My Love Affair With Books: Self-Education From Greaseball to Street Intellectual Part I – 1968 to 1989

Only sissies read books

When I was growing up there were no books to speak of in our house. My Italian-American parents were middle class: my father was a self-made commercial artist; my mothers’ father was a shoemaker; and my father’s father was a bartender who deserted the family. In other words, we were middle class without the culture that usually comes from being middle class. My neighborhood sandlot baseball friends were working class and the Catholic school I went to was working class. Most of the parents of the kids I hung around with were either firefighters or cops – not many book readers here. My love affair with books began at 20 years old and is inversely proportional to my interest in school. When I was in school, I had no interest in books. It was only after I dropped out of community college that I became interested in reading.

“Now dat’s the blues” says Fat George of Rivoli Records

I was a great follower of rhythm and blues music throughout my teenage years, listening to the black stations, WWRL and WLIB in New York. I worked in music stores for a couple of years which first made me appreciate the blues. After I quit school and moved out, I began to look for books on the blues in local bookstores. I remember going to Yankee Stadium one weekday night and finding myself sitting in the upper deck reading a history of the blues while barely looking up at the game. Something was changing.

“Looking Backward” and my socialist baptism

In early 1970 one of my co-workers in a wholesale music store invited me to move in with him and his friend who lived in Brooklyn, a couple of subway stops from Manhattan. My coworker, Bob Bady, was clearly from an upper-middle class background. One time on a break he said to me he was a socialist. I said I didn’t know what that meant. He says “have you ever heard of Edward Bellamy’s book Looking Backward?” I said “no” and so he whipped out a paperback version in handed it to me. “Let me know what you think”, he said. I think he saw me as his personal project. Here I am, a greaseball with a pompadour reading a book about socialism. My friends and former teachers wouldn’t have believed it. After reading this book I knew I was a socialist. Bob dragged me to all the marches going on at the time and reading Bellamy’s book gave me a sense of where all this could lead.

My first heroes: James Baldwin, Richard Wright and Malcolm X

Because I lived so close to Manhattan and because I already worked in a music store in Times Square, I began to poke around in bookstores downtown, specifically the great Strand Bookstore and the 8th street bookstore in the West Village. By the following year, Bob had moved away to go to college, (probably graduate school) and so I was on my own in terms of reading. Given my past and present interest in the blues, it was a natural fit to gravitate toward black authors. I read James Baldwin, and two or three of Richard Wright’s books. But the book that was most riveting for me was Malcolm X’s autobiography.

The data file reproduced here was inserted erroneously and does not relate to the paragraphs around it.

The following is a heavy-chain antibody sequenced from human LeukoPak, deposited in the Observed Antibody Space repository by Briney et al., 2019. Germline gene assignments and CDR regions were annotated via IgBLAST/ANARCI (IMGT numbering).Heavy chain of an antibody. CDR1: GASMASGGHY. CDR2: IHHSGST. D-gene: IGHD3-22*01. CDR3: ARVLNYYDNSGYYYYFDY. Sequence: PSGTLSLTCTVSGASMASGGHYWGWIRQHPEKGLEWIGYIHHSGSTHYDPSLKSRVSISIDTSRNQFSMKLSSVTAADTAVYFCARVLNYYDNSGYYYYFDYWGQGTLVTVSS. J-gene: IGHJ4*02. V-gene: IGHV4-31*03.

Searching for mysteries without any clues: reading eclectically

I started out reading eclectically. I picked up psychology books, history books, books on philosophy, which I could not understand, and an abridged version of Das Kapital which I put down about 3 minutes after I pulled it off the shelf. I really did not know where to begin. I had no system. I read a little bit of Lenin but had no understanding of the relationship between Leninists, social democrats and anarchists. It wasn’t until I stumbled on GDH Cole’s History of Socialism that I began to put the pieces together.

I worked for UPS on the graveyard shift unloading trucks in Long Island City from 11pm to 3am. I read faithfully on all my breaks and on the train going to work and coming home. The other workers did not know what to make of me. My parents must have wanted to shake me and say “who are you and what have you done with my son”.

In and out of VISTA in seven days

Later that year I was accepted into VISTA (Volunteers in Service to America) program in Atlanta. On the bus for one of our tours, I cornered one of the presenters who seemed more radical. I expressed my reservations about VISTA which he confirmed by saying: “it’s all liberal bullshit.’ I knew I was at a crossroads. I really couldn’t go back to New York as it represented the old world.

About six months earlier I had met a young woman named Stephanie on the train on my way to work at the music store. Stephanie was visiting from Berkeley. She gave me her phone number and told me if I ever travelled to the West Coast that I would have place to stay. So when I left Atlanta, rather than return to New York I decided to hitchhike to Berkeley.

Busted in Topeka Kansas with “communist” material